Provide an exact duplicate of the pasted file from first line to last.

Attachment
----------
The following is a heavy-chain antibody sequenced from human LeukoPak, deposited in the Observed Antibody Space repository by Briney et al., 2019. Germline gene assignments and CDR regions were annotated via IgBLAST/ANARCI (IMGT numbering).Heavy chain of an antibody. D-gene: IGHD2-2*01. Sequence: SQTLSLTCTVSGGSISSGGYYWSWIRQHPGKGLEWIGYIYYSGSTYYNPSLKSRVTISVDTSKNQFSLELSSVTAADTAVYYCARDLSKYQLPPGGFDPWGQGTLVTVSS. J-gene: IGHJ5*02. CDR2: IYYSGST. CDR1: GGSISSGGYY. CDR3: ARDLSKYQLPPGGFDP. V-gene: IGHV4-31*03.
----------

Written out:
The following is a heavy-chain antibody sequenced from human LeukoPak, deposited in the Observed Antibody Space repository by Briney et al., 2019. Germline gene assignments and CDR regions were annotated via IgBLAST/ANARCI (IMGT numbering).Heavy chain of an antibody. D-gene: IGHD2-2*01. Sequence: SQTLSLTCTVSGGSISSGGYYWSWIRQHPGKGLEWIGYIYYSGSTYYNPSLKSRVTISVDTSKNQFSLELSSVTAADTAVYYCARDLSKYQLPPGGFDPWGQGTLVTVSS. J-gene: IGHJ5*02. CDR2: IYYSGST. CDR1: GGSISSGGYY. CDR3: ARDLSKYQLPPGGFDP. V-gene: IGHV4-31*03.